Learning Doesn’t Stop Here

You’re out of college and learning on the job, but don’t stop right here. Interact with your manager or other employees in different teams to learn about their experiences. How did they get to where they are? What level of education do they have and what’s missing in your portfolio to help you get there or close around.

There any degrees or courses you can take to boost your knowledge and employability? For example, an online Master of Science in Nursing if you are in that field, would up your potential earnings by thousands (34% higher than without the qualification). Not only that but it opens up a whole host of career ladders from where you are now. With one online course, you are making yourself incredibly attractive to potential employers.

Seek advise from your manager or others you have come to trust, on what courses or further education might help you getting hired as a full time employee in that company or in similar field.

If you’ve already earned the higher degrees or can learn through evening extension programs, then jump on to the next advice.

 

Take on More Responsibility

Everyone’s busy, though some may stop to advise and assist you, many won’t. Not because they don’t want to, but maybe the workload has them already crushed as they try to meet their work deadlines and stay afloat. But there’s your chance. Is there some way you can help them, can you go the extra mile beyond your job? While most people do believe that they should just do the amount they are paid to do, in some cases doing something outside the box can get you noticed in the right ways. Sometimes helping the right people can give you a leg up that you didn’t know was possible. And more than that, you gain trust that will go a long way in your career.

 

Network and Interact

The more people know you and learn about your work, the more chances you have on being hired in the company. There may be job openings in other division of your company that you might not be aware of. There’s only one way, to ask and to network during lunch or through others. More and more job opening these days are filled through internal references or internal promotions. Another way to interact is to join team building activities. A fun and meaningful way to know others and be a part of the office community.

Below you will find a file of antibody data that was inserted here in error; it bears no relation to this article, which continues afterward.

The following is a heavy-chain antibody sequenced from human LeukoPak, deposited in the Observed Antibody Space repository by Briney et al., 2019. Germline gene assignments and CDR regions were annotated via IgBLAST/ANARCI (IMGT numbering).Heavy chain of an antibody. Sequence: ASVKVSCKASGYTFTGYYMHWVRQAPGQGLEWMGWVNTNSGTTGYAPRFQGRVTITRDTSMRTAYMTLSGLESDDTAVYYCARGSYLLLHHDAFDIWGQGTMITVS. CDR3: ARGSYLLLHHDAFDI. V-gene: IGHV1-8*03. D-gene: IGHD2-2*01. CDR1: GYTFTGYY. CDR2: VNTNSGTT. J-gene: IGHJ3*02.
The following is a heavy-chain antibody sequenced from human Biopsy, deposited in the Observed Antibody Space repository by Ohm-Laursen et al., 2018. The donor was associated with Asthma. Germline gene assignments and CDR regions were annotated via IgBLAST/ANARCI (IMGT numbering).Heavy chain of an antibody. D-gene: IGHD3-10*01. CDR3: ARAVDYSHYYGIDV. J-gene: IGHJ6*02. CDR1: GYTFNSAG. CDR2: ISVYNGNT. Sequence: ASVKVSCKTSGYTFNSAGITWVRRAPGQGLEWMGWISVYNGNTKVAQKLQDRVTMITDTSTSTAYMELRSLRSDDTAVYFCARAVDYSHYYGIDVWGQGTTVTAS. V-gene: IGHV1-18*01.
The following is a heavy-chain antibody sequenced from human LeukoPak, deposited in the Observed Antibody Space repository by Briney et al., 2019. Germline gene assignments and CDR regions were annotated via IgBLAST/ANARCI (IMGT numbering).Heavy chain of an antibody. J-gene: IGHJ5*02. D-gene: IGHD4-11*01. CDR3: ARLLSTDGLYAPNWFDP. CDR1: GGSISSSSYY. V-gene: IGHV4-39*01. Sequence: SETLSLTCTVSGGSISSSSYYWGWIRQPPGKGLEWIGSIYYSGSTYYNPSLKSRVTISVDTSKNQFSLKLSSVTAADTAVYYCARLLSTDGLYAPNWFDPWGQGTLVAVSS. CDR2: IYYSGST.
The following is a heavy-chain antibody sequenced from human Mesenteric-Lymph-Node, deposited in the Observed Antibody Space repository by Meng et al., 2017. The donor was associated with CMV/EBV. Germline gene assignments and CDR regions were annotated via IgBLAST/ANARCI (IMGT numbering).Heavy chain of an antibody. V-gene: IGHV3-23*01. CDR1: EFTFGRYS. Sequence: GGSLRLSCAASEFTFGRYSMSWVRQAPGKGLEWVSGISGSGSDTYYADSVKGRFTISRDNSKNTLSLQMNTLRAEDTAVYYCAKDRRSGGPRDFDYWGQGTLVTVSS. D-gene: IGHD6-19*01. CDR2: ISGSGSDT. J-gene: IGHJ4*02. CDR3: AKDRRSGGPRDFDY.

And then Some

Don’t get drawn into office politics where you can help it. Where there are a lot of people, and some stress, it is all too easy to get dragged into negative conversations. However, as much fun as gossip can be, it can also be hurtful, and there is a fine line between light-hearted banter and someone feeling victimized. Keep a positive outlook on the work you are doing and the people you are working with – even if you don’t like them.

If you happen to make a mistake, small or large and it gets pulled up – own up. It might be really easy to let it slide, or let someone else take the heat – but don’t be that person. Owning up shows respect for your team and integrity. Both of which are traits you should be proud to have.

When the time comes, don’t be scared to ask for what you believe you and your job are worth. Asking for a raise or applying for a new position can feel a little bit awkward, but, if you’ve been performing to a high standard and have good relationships you should go for it. If you get turned down, then ask what you can do to improve.

 

Good luck! There are a lot of places you can go, when you know how.